Civil forfeiture takes away criminal property, such as cash, vehicles and homes, and uses it to help victims and support community programs.
This content doesn’t present legal advice or a statement of law.
For legal details about civil forfeiture in Alberta, consult the Victims Restitution and Compensation Payment Act.
The Alberta government applies for court orders to freeze and forfeit property, such as cash, vehicles and homes, that, based on a police investigation, appears to be gained from or used to commit crime that:
- is profit-motivated
- results in serious injury
Police services, the courts, and the government work together in the civil forfeiture process.
Civil forfeiture takes the profit out of crime and makes crime more difficult by taking away criminals’ tools of the trade, such as:
- vehicles used to deal drugs
- houses used as drug labs
- illegal marijuana grow ops
The forfeited cash and the funds generated through the sale of forfeited property are used by the government to:
- compensate identifiable victims of crime
- fund community-based programs that support victims of crime and help prevent crime, including:
- shelters for victims of family violence
- gang-reduction programs for at-risk communities
In Alberta, forfeited cash and property can’t be used to fund law enforcement, including police training or equipment.
If the owner(s) of the property doesn’t oppose civil forfeiture, then a court hearing isn’t required.
The Victims Restitution and Compensation Payment Act outlines the:
- government’s authority to conduct civil forfeiture
- rights of the owner and other people claiming an interest in the property
- role of the Court
When the owner(s) of the property opposes civil forfeiture, then they and Alberta government representatives attend a court hearing.
If the judge finds the property was gained from or used to commit crime, the judge can order that the property be:
- returned to any party claiming an interest in the property who proves they both
- weren’t involved in the crime
- didn’t know their property was gained from or used to commit a crime
- sold, with it being used to pay out innocent creditors
- returned to the original victim(s)
- sold, with it being used to compensate other victims of crime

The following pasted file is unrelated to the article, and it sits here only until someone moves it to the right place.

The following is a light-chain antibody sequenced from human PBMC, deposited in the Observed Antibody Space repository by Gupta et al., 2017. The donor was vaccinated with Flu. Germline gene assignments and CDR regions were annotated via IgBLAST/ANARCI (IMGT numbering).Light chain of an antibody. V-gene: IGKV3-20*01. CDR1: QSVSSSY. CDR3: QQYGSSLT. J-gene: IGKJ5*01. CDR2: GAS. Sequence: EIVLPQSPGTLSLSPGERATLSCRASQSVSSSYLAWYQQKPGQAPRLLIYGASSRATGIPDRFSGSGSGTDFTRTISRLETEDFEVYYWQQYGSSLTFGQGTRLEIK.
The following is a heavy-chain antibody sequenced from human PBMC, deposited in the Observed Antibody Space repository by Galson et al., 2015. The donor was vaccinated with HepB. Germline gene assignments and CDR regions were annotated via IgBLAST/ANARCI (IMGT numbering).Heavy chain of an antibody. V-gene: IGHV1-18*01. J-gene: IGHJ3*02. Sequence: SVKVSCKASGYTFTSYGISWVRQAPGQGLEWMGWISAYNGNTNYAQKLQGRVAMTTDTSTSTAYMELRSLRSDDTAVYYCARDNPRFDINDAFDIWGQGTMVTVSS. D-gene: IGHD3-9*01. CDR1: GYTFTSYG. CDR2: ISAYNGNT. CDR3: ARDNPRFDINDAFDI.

- forfeited to the Alberta government, with it being used to support crime prevention and victims of crime programs
To date, the Alberta government has distributed $7 million in grants to community-based programs.
In 2017–18, the government plans to distribute a further $2 million in grants.
The call for grant applications is now closed.
In 2014–15, the government distributed $2.8 million in grants between these organizations:
|Community Crisis Society – Region 5||Family Violence Prevention Project||$73,750|
|High Level Community Policing Society||Domestic Violence Response Unit||$250,000|
|Servants Anonymous Society of Calgary||Ask Services||$250,000|
|Siksika Health and Wellness||Siksika Family Violence Response Initiative||$200,000|
|Maskwacis Victim Services Society||Aboriginal Outreach Specialist||$75,000|
|Big Brothers Big Sisters of Calgary and Area||Ethnocultural Mentoring||$150,000|
|Hull Services||New Roads and SNAP||$150,000|
|Miywasin Society of Aboriginal Services (Medicine Hat)||Miywasin Youth Development Program||$50,000|
|Central Alberta Women's Outreach Society||Red Deer Collaborative Program||$100,000|
|City of Grande Prairie Crime Prevention Department||Grande Prairie Cultural Integration Academy||$250,000|
|Lethbridge Family Services||Building Bridges: Facilitating Resilience||$175,000|
|YouthLink Calgary Police Interpretive Centre||Development of programs and supporting materials for new YouthLink facility||$500,000|
|Bissell Centre||Enhanced Supports for Inner City Populations At-Risk of (Re)Victimization||$250,000|
|GLBT Pride Centre of Edmonton||Queer Youth Mentoring Program||$76,250|
|REACH Edmonton Council for Safe Communities||REACH Immigrant and Refugee Initiative – Addressing Family Violence in a Cultural Context||$250,000|